We Learn Nothing
Tim Kreider, Free Press
Normally, the phrase “a book of satirical essays and cartoons” would have me running for the hills. Those books tend to be a tad too self-congratulatory in a very New Yorker kind of way. Not so Tim Kreider. He skewers human follies with dead-eyed accuracy but is just as adept at laying open his own confusion.
All of this would be relentlessly forensic if he wasn’t so compassionate and so darned funny.
Kreider effortless blends the personal and the political: a voyage into America’s Tea Party turns to his embarrassment at discovering not all right-wingers are bad people.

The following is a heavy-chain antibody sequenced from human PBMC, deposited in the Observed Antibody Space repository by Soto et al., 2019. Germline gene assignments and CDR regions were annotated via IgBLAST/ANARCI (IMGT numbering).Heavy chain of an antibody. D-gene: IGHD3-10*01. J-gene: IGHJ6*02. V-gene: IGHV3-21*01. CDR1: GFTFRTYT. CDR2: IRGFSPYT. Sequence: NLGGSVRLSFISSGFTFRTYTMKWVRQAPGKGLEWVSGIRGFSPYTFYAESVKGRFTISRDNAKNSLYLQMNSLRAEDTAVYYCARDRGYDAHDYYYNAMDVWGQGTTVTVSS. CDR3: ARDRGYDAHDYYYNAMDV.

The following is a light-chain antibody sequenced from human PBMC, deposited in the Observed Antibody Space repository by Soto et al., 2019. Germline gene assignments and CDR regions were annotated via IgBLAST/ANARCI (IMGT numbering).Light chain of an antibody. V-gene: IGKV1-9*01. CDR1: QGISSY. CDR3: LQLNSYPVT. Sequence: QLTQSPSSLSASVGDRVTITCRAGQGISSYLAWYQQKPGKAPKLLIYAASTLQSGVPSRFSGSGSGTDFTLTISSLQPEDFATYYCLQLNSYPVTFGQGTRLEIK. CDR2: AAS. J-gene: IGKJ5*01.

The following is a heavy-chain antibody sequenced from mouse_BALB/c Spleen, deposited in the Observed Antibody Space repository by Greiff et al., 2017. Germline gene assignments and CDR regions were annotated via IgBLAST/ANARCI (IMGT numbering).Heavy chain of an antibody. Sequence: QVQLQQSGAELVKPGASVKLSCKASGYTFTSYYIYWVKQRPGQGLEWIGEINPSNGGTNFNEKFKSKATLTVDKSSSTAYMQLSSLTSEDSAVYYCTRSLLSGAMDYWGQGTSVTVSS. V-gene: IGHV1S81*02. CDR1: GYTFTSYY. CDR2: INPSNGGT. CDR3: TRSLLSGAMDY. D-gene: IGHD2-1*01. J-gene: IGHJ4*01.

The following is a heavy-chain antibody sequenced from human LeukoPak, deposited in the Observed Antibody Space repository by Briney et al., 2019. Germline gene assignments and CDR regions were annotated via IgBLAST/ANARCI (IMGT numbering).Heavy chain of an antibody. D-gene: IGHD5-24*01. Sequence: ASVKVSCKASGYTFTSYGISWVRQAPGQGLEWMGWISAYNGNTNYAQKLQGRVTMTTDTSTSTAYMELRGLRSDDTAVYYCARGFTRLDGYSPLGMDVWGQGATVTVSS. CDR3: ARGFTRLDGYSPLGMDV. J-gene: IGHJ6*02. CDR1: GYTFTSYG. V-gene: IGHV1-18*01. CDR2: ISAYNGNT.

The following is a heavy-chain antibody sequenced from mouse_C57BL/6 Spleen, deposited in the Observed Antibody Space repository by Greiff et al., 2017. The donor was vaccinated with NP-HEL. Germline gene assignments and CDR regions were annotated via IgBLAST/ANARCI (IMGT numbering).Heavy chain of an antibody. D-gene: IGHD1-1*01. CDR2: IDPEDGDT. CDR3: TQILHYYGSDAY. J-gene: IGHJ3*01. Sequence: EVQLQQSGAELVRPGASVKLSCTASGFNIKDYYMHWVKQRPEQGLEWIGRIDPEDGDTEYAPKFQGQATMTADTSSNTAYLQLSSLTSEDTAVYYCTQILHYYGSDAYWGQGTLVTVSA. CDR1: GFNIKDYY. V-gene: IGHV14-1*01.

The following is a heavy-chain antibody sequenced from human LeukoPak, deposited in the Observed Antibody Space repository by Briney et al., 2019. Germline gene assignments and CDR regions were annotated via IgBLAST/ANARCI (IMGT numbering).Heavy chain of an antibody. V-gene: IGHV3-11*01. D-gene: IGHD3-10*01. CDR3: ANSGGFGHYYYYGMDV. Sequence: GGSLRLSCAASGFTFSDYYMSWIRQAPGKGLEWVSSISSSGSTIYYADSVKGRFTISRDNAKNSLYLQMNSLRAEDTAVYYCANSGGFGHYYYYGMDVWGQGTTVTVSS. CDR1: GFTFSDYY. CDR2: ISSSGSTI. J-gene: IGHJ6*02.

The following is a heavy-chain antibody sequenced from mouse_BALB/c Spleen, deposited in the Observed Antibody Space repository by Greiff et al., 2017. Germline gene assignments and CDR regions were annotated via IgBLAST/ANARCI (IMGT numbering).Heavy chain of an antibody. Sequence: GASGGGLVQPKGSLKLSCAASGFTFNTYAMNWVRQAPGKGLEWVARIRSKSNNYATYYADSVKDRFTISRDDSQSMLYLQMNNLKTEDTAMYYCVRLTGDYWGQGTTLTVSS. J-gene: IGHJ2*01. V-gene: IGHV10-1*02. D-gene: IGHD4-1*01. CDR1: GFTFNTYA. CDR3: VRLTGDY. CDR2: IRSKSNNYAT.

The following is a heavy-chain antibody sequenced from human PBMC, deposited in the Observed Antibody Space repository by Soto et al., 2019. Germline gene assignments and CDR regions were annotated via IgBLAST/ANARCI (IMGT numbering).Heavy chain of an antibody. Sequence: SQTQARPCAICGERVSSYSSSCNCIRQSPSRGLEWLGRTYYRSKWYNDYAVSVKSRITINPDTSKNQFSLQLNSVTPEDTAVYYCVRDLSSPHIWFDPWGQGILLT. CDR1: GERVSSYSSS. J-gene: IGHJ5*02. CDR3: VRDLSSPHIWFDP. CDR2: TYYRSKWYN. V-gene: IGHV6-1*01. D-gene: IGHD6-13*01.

His account of recovery from alcoholism is equal parts regret and nostalgia. “I’m more productive now, and more successful; for the first time in my life I’m supporting myself by doing what I’ve always wanted to do. But I laugh less than I used to.”
Sometimes, the cartoons comment on the essay’s theme. Sometimes, they stand alone. “Past Tim” paints his self of yesterday as an arch-nemesis. “Like a bad roommate, he routinely leaves the grounds in the French Press.”
There is elaborate wit in his metaphors. An account of supporting his friend through a sex change shifts to laying open his own ambivalence as a guy: “Some of [my friends] do get excited about professional football, but this I regard as a regrettable genetic defect, like the predisposition toward sickle-cell anaemia among African Americans.”
There is no panoramic wisdom to be had here. Kreider is too battered and hung over to offer any. There is grace and wry beauty.